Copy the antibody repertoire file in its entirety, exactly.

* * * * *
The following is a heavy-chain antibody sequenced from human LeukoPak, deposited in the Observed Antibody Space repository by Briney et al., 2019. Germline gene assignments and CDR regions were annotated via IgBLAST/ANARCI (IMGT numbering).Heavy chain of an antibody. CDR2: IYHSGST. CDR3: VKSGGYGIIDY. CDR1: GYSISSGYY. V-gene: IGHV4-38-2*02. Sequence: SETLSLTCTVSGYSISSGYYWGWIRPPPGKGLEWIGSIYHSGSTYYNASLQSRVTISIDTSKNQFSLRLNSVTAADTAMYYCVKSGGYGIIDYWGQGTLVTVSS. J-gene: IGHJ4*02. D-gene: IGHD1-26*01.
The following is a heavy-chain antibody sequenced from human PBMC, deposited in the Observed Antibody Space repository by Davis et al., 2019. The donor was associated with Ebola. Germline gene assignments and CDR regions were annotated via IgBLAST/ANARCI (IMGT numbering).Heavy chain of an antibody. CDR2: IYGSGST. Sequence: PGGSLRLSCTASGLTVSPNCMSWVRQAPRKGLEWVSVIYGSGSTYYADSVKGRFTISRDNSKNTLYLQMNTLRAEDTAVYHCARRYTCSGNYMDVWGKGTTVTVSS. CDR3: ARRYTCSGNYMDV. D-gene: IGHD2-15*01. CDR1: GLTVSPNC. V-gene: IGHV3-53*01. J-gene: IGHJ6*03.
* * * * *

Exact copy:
The following is a heavy-chain antibody sequenced from human LeukoPak, deposited in the Observed Antibody Space repository by Briney et al., 2019. Germline gene assignments and CDR regions were annotated via IgBLAST/ANARCI (IMGT numbering).Heavy chain of an antibody. CDR2: IYHSGST. CDR3: VKSGGYGIIDY. CDR1: GYSISSGYY. V-gene: IGHV4-38-2*02. Sequence: SETLSLTCTVSGYSISSGYYWGWIRPPPGKGLEWIGSIYHSGSTYYNASLQSRVTISIDTSKNQFSLRLNSVTAADTAMYYCVKSGGYGIIDYWGQGTLVTVSS. J-gene: IGHJ4*02. D-gene: IGHD1-26*01.
The following is a heavy-chain antibody sequenced from human PBMC, deposited in the Observed Antibody Space repository by Davis et al., 2019. The donor was associated with Ebola. Germline gene assignments and CDR regions were annotated via IgBLAST/ANARCI (IMGT numbering).Heavy chain of an antibody. CDR2: IYGSGST. Sequence: PGGSLRLSCTASGLTVSPNCMSWVRQAPRKGLEWVSVIYGSGSTYYADSVKGRFTISRDNSKNTLYLQMNTLRAEDTAVYHCARRYTCSGNYMDVWGKGTTVTVSS. CDR3: ARRYTCSGNYMDV. D-gene: IGHD2-15*01. CDR1: GLTVSPNC. V-gene: IGHV3-53*01. J-gene: IGHJ6*03.